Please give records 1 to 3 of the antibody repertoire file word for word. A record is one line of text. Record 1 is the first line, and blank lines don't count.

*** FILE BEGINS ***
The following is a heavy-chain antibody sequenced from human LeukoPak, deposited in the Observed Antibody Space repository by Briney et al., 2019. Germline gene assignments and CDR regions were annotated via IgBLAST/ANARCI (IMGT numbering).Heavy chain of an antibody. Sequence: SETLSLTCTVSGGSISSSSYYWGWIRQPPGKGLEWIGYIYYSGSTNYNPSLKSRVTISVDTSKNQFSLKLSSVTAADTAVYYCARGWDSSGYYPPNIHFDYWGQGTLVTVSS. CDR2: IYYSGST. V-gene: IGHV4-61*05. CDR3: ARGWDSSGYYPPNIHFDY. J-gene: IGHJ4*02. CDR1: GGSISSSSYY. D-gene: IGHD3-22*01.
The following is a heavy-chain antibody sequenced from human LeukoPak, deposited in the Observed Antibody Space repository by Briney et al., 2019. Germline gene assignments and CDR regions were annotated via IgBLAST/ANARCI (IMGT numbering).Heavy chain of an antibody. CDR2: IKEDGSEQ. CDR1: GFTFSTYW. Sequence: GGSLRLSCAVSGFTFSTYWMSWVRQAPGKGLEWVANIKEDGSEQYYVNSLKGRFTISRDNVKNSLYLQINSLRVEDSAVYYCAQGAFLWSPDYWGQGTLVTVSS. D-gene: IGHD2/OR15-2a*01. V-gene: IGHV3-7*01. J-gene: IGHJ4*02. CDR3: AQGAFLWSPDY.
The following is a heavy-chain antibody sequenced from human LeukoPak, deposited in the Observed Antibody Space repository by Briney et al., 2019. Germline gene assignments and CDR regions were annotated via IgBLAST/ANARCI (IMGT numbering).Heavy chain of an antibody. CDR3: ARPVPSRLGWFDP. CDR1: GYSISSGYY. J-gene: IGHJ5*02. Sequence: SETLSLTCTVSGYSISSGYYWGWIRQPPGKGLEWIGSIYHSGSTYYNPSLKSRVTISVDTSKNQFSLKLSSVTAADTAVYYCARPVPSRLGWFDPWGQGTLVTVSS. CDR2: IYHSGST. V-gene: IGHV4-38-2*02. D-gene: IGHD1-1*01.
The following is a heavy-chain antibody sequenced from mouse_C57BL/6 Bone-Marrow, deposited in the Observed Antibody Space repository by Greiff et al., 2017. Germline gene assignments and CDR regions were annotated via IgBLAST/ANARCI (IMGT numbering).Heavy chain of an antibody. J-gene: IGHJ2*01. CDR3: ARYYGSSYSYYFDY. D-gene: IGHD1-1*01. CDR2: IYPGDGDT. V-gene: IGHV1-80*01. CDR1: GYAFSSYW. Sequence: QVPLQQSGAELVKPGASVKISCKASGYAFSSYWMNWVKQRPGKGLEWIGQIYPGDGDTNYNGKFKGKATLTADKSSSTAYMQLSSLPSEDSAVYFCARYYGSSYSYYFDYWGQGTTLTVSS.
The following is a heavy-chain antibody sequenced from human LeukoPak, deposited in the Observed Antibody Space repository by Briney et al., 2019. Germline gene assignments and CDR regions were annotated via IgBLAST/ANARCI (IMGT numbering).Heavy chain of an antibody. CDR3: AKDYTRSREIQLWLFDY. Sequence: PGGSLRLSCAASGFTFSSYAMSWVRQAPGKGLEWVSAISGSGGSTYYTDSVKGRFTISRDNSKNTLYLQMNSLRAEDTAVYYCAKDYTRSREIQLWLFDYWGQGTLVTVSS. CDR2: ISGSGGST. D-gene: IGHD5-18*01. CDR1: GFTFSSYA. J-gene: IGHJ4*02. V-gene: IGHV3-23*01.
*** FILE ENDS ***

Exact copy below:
The following is a heavy-chain antibody sequenced from human LeukoPak, deposited in the Observed Antibody Space repository by Briney et al., 2019. Germline gene assignments and CDR regions were annotated via IgBLAST/ANARCI (IMGT numbering).Heavy chain of an antibody. Sequence: SETLSLTCTVSGGSISSSSYYWGWIRQPPGKGLEWIGYIYYSGSTNYNPSLKSRVTISVDTSKNQFSLKLSSVTAADTAVYYCARGWDSSGYYPPNIHFDYWGQGTLVTVSS. CDR2: IYYSGST. V-gene: IGHV4-61*05. CDR3: ARGWDSSGYYPPNIHFDY. J-gene: IGHJ4*02. CDR1: GGSISSSSYY. D-gene: IGHD3-22*01.
The following is a heavy-chain antibody sequenced from human LeukoPak, deposited in the Observed Antibody Space repository by Briney et al., 2019. Germline gene assignments and CDR regions were annotated via IgBLAST/ANARCI (IMGT numbering).Heavy chain of an antibody. CDR2: IKEDGSEQ. CDR1: GFTFSTYW. Sequence: GGSLRLSCAVSGFTFSTYWMSWVRQAPGKGLEWVANIKEDGSEQYYVNSLKGRFTISRDNVKNSLYLQINSLRVEDSAVYYCAQGAFLWSPDYWGQGTLVTVSS. D-gene: IGHD2/OR15-2a*01. V-gene: IGHV3-7*01. J-gene: IGHJ4*02. CDR3: AQGAFLWSPDY.
The following is a heavy-chain antibody sequenced from human LeukoPak, deposited in the Observed Antibody Space repository by Briney et al., 2019. Germline gene assignments and CDR regions were annotated via IgBLAST/ANARCI (IMGT numbering).Heavy chain of an antibody. CDR3: ARPVPSRLGWFDP. CDR1: GYSISSGYY. J-gene: IGHJ5*02. Sequence: SETLSLTCTVSGYSISSGYYWGWIRQPPGKGLEWIGSIYHSGSTYYNPSLKSRVTISVDTSKNQFSLKLSSVTAADTAVYYCARPVPSRLGWFDPWGQGTLVTVSS. CDR2: IYHSGST. V-gene: IGHV4-38-2*02. D-gene: IGHD1-1*01.